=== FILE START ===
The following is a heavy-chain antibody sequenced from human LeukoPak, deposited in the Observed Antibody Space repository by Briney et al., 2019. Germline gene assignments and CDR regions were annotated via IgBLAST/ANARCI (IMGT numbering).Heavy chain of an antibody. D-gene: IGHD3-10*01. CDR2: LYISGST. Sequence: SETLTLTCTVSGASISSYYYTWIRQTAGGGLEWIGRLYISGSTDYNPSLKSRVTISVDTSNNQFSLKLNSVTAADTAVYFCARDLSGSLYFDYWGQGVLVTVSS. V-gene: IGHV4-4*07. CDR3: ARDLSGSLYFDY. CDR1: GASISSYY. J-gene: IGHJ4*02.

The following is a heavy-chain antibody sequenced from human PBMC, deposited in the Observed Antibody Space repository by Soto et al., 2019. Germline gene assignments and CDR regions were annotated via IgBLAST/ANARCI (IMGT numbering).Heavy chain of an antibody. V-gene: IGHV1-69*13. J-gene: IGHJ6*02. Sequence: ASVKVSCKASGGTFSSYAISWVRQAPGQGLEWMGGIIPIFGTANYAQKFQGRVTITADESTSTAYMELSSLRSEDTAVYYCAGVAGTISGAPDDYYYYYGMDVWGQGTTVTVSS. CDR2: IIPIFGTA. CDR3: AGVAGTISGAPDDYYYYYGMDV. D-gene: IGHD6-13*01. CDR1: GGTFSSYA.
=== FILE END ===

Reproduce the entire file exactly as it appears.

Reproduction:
The following is a heavy-chain antibody sequenced from human LeukoPak, deposited in the Observed Antibody Space repository by Briney et al., 2019. Germline gene assignments and CDR regions were annotated via IgBLAST/ANARCI (IMGT numbering).Heavy chain of an antibody. D-gene: IGHD3-10*01. CDR2: LYISGST. Sequence: SETLTLTCTVSGASISSYYYTWIRQTAGGGLEWIGRLYISGSTDYNPSLKSRVTISVDTSNNQFSLKLNSVTAADTAVYFCARDLSGSLYFDYWGQGVLVTVSS. V-gene: IGHV4-4*07. CDR3: ARDLSGSLYFDY. CDR1: GASISSYY. J-gene: IGHJ4*02.

The following is a heavy-chain antibody sequenced from human PBMC, deposited in the Observed Antibody Space repository by Soto et al., 2019. Germline gene assignments and CDR regions were annotated via IgBLAST/ANARCI (IMGT numbering).Heavy chain of an antibody. V-gene: IGHV1-69*13. J-gene: IGHJ6*02. Sequence: ASVKVSCKASGGTFSSYAISWVRQAPGQGLEWMGGIIPIFGTANYAQKFQGRVTITADESTSTAYMELSSLRSEDTAVYYCAGVAGTISGAPDDYYYYYGMDVWGQGTTVTVSS. CDR2: IIPIFGTA. CDR3: AGVAGTISGAPDDYYYYYGMDV. D-gene: IGHD6-13*01. CDR1: GGTFSSYA.